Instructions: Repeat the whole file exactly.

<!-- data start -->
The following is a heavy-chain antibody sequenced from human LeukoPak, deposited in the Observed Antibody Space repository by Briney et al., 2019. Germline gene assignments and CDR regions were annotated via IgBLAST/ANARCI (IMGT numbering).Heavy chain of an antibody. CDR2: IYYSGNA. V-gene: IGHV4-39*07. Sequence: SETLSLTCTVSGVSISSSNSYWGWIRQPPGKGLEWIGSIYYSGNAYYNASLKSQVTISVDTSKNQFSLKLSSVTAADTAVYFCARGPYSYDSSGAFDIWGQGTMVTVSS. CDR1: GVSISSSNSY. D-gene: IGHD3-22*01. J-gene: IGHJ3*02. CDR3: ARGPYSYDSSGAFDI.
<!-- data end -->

The following is a heavy-chain antibody sequenced from human LeukoPak, deposited in the Observed Antibody Space repository by Briney et al., 2019. Germline gene assignments and CDR regions were annotated via IgBLAST/ANARCI (IMGT numbering).Heavy chain of an antibody. CDR2: IYYSGNA. V-gene: IGHV4-39*07. Sequence: SETLSLTCTVSGVSISSSNSYWGWIRQPPGKGLEWIGSIYYSGNAYYNASLKSQVTISVDTSKNQFSLKLSSVTAADTAVYFCARGPYSYDSSGAFDIWGQGTMVTVSS. CDR1: GVSISSSNSY. D-gene: IGHD3-22*01. J-gene: IGHJ3*02. CDR3: ARGPYSYDSSGAFDI.